BASF Hydrocarbon Trap Helps OEMs Meet Emissions Rules
BASF has launched its EvapTrap automotive air intake system hydrocarbon trap that the company says is applied directly onto the surface of a vehicle’s air intake box to adsorb engine hydrocarbons without increasing backpressure.
The California Air Resources Board has adopted new LEV III emissions regulations that go into effect in 2015, requiring automakers to further reduce evaporative emissions. The so-called Super Ultra-Low Emissions Vehicle (SULEV) standard under these regulations specifies near-zero evaporative emissions.
The EvapTrap meets SULEV evaporative emissions standards while allowing auto manufacturers to use their existing air intake box, which reduces costs for the OEM, says Nick Leclerc, product manager, BASF Mobile Emissions Catalysts.
The air intake system is a key source of evaporative emissions for automobiles as hydrocarbons in the engine’s fuel source can leak out through the system when the car is not running.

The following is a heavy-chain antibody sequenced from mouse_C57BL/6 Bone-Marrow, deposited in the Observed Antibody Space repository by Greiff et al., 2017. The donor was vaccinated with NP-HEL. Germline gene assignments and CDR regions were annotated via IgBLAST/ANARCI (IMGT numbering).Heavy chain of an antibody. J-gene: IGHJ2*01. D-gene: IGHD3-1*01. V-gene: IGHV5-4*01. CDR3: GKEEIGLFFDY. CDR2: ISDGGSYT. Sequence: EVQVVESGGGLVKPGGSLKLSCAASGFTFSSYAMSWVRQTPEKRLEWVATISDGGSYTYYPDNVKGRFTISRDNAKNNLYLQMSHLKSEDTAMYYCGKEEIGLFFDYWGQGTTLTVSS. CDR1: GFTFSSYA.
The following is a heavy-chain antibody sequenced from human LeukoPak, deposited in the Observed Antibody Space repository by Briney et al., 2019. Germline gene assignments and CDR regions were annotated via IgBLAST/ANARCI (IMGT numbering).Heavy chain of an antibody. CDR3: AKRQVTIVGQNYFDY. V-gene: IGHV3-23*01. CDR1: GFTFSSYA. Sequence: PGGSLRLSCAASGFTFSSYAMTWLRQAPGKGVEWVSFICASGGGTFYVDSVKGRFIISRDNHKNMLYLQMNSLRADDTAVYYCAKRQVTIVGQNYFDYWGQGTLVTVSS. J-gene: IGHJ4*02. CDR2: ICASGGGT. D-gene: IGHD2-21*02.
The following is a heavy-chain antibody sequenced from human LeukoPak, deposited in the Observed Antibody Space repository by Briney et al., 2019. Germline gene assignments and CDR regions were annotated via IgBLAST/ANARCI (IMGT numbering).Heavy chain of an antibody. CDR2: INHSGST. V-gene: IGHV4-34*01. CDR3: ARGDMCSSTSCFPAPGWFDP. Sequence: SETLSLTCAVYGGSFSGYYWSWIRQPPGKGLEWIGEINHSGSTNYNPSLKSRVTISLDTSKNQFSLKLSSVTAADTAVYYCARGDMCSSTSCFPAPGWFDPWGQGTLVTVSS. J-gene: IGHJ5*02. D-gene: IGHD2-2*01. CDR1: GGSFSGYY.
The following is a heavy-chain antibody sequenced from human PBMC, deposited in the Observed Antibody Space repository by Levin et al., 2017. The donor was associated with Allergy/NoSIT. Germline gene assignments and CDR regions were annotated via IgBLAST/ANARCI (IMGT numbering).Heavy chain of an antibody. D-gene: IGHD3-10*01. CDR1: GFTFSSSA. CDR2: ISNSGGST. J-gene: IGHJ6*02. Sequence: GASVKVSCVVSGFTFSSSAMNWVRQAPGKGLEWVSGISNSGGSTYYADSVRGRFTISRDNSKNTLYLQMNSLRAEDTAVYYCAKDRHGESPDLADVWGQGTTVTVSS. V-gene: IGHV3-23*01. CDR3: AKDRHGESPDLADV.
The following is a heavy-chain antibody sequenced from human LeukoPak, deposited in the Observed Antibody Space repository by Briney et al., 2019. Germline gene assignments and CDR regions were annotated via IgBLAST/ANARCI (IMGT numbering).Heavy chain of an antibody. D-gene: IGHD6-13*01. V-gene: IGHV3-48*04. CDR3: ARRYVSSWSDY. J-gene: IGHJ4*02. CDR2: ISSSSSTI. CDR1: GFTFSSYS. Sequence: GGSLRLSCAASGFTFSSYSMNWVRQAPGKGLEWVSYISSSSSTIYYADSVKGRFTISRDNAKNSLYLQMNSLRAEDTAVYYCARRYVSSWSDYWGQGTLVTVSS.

Traditional solutions involve adding an activated carbon honeycomb or filter to the air intake box to adsorb the hydrocarbons, which can increase backpressure while reducing fuel economy and horsepower, Leclerc says.
Evaporative emissions are measured in a co-called SHED (Sealed Housing for Evaporative Determination) test, which is a drive-in chamber built for the purpose of testing the fuel emissions of a vehicle that are not related to engine exhaust. The EvapTrap has been successfully SHED-tested and proven to offer adhesion durability to all air intake box materials, including polypropylene, BASF says. It is also tamper-proof, according to the company.
Energy Manager News
- Entergy Arkansas Reaches Rate Settlement
- EMEX Named TEPA Aggregator/Broker/Consultant of the Year
- Switching to LEDs Without Leaving the Past Behind
- McKinstry Replacing 6,200 Lights with LEDs in Henderson, NV
- USDA Investing More than $300M in Efficiency, Renewables
- ERC Price Benchmark Trends Week Ending: October 21, 2016
- Could Cleaner Energy Save Ohio Ratepayers $50M in 2030, Alone?
- Yakima City Council Mulls Utility Rate Hike on Large Businesses to Bolster Reserve Fund